value wide angle shooting. DP Review gives both cameras a HIGHLY RECOMMENDED rating. Megapixel.net
gives the S60 ratings of 8.4 and 9.4 These are an excellent cameras with lots of features in a smallish size.
Canon Powershot G3 (Update: See the G6 below)
One of the very best 4 megapixel cameras is the Canon Powershot G3. DP Review gives it a HIGHLY RECOMMENDED
rating and calls it "the best overall package for the aspiring shutterbug, seasoned prosumer digital camera owner and even as a backup for a D-SLR owner." Megapixel.net gives it ratings of 9.4 and 9.4
. The lens focal length has a 4x optical zoom range, which is a step up from many 3x zoom lens point and shoot digital cameras. The lens also has a fast maximum aperture which is very important to those of us who need
to shoot inside without flash. If you don't need a camera with a longer zoom range, this is about as good as it gets. This camera has wide angle and telephoto adapters available. Some reviews say it is better than the
G5. Read G3 vs G5. When I am traveling light, I carry a Canon G3
with me. A used G3 with a warranty from a reliable dealer would serve you well.
Canon Powershot G6
The G6 is the latest in the Powershot line. Megapixel.net gives it ratings of 9.6 an 9.4
which is quite high. There is not yet a review at DP Review.
If you want a lens with a bigger focal range than 3x or 4x, then the Sony DSC-F717 may be just what you need. It has a 5x optical zoom focal length range. If you need a longer lens to make distant things look closer,
this camera should be on your short list. The small penalty comes in the camera size. The lens on this camera is bigger than the body (but the whole package is still smaller than most 35 mm film cameras with a zoom lens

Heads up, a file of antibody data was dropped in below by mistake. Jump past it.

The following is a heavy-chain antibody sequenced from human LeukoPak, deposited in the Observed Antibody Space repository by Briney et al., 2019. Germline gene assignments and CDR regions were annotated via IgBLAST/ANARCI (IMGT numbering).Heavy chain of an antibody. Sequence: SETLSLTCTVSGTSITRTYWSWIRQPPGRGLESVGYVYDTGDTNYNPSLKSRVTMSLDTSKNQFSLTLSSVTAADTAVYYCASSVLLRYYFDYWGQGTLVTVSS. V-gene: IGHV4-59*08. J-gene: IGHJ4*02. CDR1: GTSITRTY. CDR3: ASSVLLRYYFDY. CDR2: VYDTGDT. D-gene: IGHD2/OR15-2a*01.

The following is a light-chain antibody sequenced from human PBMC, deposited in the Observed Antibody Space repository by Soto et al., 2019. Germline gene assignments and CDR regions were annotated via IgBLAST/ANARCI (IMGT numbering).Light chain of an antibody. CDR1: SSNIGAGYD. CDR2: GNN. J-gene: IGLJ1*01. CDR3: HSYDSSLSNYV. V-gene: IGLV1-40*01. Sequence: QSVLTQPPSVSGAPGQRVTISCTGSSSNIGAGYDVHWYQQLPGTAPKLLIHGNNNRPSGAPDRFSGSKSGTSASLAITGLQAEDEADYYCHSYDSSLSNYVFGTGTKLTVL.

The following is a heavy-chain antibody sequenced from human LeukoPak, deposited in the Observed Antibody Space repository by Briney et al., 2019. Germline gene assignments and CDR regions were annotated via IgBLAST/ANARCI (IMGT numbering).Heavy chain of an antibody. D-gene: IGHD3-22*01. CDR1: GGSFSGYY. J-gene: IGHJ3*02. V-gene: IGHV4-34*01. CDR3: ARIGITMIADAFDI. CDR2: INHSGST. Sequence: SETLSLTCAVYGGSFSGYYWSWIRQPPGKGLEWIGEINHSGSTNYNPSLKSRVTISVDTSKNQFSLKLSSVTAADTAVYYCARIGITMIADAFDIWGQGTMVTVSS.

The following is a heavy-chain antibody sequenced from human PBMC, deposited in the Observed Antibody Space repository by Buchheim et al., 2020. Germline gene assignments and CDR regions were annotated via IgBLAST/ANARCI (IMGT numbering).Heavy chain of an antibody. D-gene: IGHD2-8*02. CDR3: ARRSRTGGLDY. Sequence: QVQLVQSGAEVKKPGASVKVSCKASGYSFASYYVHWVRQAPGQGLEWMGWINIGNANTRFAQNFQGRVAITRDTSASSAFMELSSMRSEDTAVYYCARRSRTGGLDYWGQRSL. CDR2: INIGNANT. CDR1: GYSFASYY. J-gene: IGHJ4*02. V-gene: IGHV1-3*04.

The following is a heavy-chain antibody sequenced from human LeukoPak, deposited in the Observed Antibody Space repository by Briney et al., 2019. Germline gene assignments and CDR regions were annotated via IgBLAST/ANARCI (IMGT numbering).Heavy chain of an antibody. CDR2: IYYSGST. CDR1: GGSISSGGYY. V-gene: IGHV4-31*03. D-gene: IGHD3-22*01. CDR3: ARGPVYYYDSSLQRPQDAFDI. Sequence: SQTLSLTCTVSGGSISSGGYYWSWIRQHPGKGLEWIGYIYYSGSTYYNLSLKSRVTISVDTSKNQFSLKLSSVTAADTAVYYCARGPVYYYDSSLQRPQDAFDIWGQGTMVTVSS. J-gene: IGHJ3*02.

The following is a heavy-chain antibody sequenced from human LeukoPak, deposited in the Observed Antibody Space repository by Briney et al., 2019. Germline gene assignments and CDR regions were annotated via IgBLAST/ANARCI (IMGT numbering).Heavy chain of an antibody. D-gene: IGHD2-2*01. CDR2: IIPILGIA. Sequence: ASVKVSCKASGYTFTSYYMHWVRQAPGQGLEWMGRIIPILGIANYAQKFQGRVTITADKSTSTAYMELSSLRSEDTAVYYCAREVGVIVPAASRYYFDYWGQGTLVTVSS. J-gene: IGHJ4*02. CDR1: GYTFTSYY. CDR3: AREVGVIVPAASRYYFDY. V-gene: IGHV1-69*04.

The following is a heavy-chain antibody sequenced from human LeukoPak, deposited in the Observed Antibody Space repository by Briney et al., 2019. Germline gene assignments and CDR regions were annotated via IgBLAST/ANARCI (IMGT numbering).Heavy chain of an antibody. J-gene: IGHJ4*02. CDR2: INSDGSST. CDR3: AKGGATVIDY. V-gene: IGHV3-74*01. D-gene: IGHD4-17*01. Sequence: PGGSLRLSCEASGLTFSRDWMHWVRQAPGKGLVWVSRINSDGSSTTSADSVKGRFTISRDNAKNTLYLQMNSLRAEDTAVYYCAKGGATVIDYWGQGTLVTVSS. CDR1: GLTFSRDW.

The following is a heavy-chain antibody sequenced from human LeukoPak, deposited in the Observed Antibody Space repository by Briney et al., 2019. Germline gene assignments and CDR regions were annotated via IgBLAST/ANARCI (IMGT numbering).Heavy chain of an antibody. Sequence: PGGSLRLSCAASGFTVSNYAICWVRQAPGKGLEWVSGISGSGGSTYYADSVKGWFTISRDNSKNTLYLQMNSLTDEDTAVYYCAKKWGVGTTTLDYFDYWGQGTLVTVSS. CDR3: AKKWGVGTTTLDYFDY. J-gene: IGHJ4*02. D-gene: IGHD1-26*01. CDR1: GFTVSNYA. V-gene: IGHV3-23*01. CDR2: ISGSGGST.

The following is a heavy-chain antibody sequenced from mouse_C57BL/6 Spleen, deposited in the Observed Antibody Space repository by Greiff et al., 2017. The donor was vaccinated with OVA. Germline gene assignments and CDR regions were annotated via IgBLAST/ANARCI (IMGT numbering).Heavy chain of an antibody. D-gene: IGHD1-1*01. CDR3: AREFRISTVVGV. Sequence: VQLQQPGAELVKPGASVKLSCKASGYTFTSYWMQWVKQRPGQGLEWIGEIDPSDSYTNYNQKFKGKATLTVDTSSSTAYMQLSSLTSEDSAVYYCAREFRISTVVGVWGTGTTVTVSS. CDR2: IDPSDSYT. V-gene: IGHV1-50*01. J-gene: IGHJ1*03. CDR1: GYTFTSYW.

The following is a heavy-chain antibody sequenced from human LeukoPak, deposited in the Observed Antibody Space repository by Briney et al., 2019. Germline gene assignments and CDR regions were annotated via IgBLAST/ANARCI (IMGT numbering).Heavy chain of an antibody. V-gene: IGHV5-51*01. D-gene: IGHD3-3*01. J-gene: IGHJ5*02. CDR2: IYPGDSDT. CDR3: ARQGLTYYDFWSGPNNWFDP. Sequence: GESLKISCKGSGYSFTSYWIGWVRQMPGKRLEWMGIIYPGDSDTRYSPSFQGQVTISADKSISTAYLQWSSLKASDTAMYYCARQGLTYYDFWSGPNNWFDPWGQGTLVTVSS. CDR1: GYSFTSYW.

attached). It is not a compact but it is still relatively small. DP Review gives it a HIGHLY RECOMMENDED rating, and as of October 2002, said it has "the best resolution of current five megapixel digital cameras." Megapixel.net gives it ratings of 7.8 and 9.2
. This is a very fine camera.
NO 8 MEGAPIXEL DIGICAMS
None of the 8
megapixel digicams are on this list. Why? I don't think they are ready for prime time at the price you pay. All of them have shortcomings. Maybe the next generation will get it right and I will add one or more of them
them to this list.
Canon released the 10D in the spring of 2003.
I love this camera and I have two of them. My reviews are here and here
and I have an article about using it to take portraits with only the dome light of a car. It has most of what I wanted except for a full frame sensor.
Canon has released the 20D to replace the 10D. It has an 8 megapixel sensor, an increase over the 6
megapixels of the 10D. Image quality is improved at ISOs over 400. It turns on faster and has a faster autofocus sensor. If you are doing fast action photography or a lot of low light photography without